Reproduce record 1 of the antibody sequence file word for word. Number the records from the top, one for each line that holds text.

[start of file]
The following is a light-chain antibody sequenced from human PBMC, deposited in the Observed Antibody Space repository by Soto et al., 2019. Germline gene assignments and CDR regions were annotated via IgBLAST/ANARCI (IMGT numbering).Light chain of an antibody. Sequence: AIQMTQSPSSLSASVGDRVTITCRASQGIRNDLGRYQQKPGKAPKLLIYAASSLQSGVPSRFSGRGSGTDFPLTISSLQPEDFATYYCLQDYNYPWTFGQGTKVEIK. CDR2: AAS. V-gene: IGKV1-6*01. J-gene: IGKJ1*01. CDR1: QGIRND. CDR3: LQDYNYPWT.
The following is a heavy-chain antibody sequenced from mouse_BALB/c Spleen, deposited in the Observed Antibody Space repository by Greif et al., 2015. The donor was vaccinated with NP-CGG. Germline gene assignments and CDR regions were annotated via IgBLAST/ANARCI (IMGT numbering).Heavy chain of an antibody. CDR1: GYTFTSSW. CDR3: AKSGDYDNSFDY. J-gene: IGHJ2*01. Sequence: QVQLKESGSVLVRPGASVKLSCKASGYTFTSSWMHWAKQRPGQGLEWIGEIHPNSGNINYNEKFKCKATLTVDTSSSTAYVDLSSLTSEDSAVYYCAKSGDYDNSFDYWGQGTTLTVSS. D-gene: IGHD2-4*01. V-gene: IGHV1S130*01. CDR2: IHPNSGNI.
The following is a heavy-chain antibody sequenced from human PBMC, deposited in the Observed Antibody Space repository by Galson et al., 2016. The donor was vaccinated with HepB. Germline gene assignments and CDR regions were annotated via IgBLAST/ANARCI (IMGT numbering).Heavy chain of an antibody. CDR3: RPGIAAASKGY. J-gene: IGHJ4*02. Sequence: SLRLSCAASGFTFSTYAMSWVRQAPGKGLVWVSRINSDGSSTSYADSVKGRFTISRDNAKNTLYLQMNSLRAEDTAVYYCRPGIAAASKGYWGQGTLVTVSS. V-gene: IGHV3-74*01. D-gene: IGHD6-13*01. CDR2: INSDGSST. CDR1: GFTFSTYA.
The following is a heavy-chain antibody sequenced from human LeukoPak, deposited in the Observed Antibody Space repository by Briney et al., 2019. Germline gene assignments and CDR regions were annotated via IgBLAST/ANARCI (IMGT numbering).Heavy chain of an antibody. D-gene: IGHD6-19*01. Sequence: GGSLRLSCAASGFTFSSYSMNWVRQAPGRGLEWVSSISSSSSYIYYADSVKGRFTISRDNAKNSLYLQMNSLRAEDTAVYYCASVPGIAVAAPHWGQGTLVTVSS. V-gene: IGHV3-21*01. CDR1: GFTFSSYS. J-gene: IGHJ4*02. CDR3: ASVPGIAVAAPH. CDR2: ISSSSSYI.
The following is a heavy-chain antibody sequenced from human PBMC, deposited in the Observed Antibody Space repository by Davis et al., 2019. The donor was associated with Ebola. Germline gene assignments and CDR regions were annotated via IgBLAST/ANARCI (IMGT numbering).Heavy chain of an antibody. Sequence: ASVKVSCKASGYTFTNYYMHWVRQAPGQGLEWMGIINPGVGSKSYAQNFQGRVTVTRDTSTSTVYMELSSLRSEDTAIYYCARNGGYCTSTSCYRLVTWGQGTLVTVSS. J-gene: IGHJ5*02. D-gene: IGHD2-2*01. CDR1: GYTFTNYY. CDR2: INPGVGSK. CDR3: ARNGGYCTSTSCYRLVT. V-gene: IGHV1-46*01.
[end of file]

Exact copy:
The following is a light-chain antibody sequenced from human PBMC, deposited in the Observed Antibody Space repository by Soto et al., 2019. Germline gene assignments and CDR regions were annotated via IgBLAST/ANARCI (IMGT numbering).Light chain of an antibody. Sequence: AIQMTQSPSSLSASVGDRVTITCRASQGIRNDLGRYQQKPGKAPKLLIYAASSLQSGVPSRFSGRGSGTDFPLTISSLQPEDFATYYCLQDYNYPWTFGQGTKVEIK. CDR2: AAS. V-gene: IGKV1-6*01. J-gene: IGKJ1*01. CDR1: QGIRND. CDR3: LQDYNYPWT.